Faculty Profile: Introducing Media Professor Dasol Kim!

The Digital Media & Journalism Department is pleased to announce Dasol Kim has joined our faculty as an assistant professor!

Prof. Kim earned her Ph.D. at the University of Massachusetts Amherst and was a postdoctoral fellow at the Center on Digital Culture and Society (CDCS) at the University of Pennsylvania. She studies issues of race and gender in digital media spaces, with a special focus on influencer culture, platform economy, and the transnational connection between East Asia and the US. 

This semester, Prof. Kim is teaching DMJ350: Media Research Methods and DMJ224: Media Industries. For the Media Research Methods course, Prof. Kim is trained as a mixed-method scholar, meaning she is experienced in both quantitative and qualitative research methods. She could teach introductory levels of a wide variety of methods in the discipline. For the Media Industries course, it intersects with one of Prof. Kim’s main research interests, the political economy of media, which mainly discusses media, power, and money. She is very grateful she could teach these courses!

Immediately before coming to New Paltz, Prof. Kim was in Philadelphia doing her postdoc year. Before this, she did her PhD at Amherst, Massachusetts. Even before that, she came from South Korea. In her own words, New Paltz is such a lovely place. She enjoys the scenery, walkable town, and nice people. Transitioning to New Paltz was not a challenge for her because she loves this lifestyle and the hiking trails around the area. Before coming here she was not familiar with New Paltz, so it was a nice surprise. 

I chose New Paltz because here you can make a meaningful relationship with students and can actually interact with future media makers.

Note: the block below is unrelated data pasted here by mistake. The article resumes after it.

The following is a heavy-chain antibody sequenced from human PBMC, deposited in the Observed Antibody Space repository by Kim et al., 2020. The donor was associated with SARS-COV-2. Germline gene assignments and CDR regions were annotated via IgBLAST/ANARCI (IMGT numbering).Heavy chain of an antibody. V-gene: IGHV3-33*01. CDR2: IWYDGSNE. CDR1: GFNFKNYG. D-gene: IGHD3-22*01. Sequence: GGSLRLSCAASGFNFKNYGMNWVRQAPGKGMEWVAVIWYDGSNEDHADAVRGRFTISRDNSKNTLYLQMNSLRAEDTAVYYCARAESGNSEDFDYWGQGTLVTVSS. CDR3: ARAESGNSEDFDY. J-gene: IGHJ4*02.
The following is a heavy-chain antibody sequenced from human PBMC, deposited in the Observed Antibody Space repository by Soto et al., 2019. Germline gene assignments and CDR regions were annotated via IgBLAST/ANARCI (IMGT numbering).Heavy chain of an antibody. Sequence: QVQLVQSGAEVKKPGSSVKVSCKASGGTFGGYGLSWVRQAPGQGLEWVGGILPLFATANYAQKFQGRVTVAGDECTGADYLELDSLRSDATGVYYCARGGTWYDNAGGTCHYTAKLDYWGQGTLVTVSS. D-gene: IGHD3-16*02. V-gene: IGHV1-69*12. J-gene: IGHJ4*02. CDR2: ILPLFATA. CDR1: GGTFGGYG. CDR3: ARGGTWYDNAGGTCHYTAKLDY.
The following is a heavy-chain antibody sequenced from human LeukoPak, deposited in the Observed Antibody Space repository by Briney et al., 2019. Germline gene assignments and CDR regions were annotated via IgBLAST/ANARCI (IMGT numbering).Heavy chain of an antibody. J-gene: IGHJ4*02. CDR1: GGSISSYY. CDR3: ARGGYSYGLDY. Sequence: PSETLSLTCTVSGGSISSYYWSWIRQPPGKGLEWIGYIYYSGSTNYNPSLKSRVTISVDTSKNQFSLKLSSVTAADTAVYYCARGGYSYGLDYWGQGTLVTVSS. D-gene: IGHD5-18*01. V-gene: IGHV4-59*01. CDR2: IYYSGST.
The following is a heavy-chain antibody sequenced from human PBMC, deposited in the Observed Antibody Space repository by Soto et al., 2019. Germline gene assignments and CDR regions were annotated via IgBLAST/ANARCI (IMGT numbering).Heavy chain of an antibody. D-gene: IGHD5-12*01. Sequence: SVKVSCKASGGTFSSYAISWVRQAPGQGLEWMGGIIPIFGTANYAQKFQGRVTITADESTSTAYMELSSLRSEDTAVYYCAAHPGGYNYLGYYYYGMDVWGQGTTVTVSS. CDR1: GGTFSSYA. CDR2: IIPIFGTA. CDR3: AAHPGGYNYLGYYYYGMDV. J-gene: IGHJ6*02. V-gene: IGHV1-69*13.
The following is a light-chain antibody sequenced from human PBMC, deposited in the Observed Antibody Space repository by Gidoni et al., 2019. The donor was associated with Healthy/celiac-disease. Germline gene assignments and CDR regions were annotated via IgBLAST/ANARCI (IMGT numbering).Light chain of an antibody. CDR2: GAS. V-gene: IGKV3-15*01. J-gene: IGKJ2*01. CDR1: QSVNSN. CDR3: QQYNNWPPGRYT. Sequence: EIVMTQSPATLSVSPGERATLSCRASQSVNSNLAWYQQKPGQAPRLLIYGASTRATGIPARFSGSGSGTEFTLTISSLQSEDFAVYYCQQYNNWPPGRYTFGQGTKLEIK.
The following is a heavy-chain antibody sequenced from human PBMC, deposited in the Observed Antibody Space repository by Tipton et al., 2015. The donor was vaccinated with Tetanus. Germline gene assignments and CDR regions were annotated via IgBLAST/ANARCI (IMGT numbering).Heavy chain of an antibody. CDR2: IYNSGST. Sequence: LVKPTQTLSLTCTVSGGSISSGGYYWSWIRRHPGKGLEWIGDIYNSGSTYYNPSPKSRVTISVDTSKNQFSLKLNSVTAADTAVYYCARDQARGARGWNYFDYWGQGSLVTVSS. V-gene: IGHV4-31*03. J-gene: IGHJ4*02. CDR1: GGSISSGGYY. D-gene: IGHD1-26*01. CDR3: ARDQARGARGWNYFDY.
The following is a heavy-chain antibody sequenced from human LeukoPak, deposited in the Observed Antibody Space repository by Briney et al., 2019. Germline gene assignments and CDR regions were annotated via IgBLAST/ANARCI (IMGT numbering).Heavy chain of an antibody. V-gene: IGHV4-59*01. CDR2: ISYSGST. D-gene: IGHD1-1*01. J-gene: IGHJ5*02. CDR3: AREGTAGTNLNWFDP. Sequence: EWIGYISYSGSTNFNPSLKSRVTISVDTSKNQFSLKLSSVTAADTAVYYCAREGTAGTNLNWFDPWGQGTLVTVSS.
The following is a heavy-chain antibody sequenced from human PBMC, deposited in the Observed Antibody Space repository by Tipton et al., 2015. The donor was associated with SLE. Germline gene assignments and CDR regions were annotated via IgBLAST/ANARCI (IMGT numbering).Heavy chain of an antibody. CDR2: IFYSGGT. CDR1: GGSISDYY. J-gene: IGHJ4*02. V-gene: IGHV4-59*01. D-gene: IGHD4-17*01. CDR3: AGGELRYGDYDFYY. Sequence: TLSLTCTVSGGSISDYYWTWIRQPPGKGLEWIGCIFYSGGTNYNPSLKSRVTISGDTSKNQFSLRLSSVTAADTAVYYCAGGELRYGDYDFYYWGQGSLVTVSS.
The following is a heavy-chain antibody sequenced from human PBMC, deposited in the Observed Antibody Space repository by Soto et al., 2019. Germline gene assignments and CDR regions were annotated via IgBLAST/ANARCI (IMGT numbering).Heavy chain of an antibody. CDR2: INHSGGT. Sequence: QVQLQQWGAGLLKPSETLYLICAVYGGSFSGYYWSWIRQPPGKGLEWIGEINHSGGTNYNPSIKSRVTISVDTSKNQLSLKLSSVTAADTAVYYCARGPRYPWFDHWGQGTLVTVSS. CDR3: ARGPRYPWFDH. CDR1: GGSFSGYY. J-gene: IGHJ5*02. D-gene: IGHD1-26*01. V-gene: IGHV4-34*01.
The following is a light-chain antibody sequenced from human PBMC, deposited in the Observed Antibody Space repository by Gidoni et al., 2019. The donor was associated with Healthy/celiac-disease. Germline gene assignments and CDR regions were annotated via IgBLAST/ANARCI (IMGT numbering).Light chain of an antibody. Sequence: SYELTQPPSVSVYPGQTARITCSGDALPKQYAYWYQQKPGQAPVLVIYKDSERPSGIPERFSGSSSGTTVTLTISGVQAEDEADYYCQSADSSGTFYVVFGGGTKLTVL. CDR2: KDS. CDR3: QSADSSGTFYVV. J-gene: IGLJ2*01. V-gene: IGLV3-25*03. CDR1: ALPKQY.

Prof. Kim is the first person in her entire family to come to the US and earn a doctoral degree. For this, her parents are incredibly proud of her. It is a huge accomplishment for her as when she was in South Korea, she didn’t even know how graduate school works and didn’t speak the English language very well. Many first-generation students would share a similar situation. She asks first-generation students to please come talk to her if you want to have a realistic conversation about graduate school.

Prof. Kim is a true digital media addict. She is browsing on social media for almost over 6 hours per day. This has worked out well for her research area as it is digital technology and society. The downside of this is that she is constantly thinking about research while she is trying to just enjoy scrolling through her social media feed.

Her main point that she wants to emphasize to students is that technology is not neutral, though it appears to be. She plans to affirm the transnational aspect of digital technology that has connected the world. While it seems like a good thing, we always need to take a close look at how the power dynamic around the world also shapes our behavior online and content consumption, and of course, how the platform is commodifying this globally.

I consider teaching as conversation with students, even if in a lecture-style class. I always seek students’ responses—verbal and non-verbal. The students who nod, raise your hand, and actively participate in the discussion, please know that I really appreciate you.

She addresses a lot of real-life examples to make theories and concepts much more digestible. This is how she personally understands theories, so she strives to bring that into the classroom. She also pushes students to ask a lot of questions during class, as there is no wrong answer. She cares about students’ perspectives on the topic. Students also might find several South Korean and East Asian examples in Prof. Kim’s class, and her personal experiences living in two separate countries.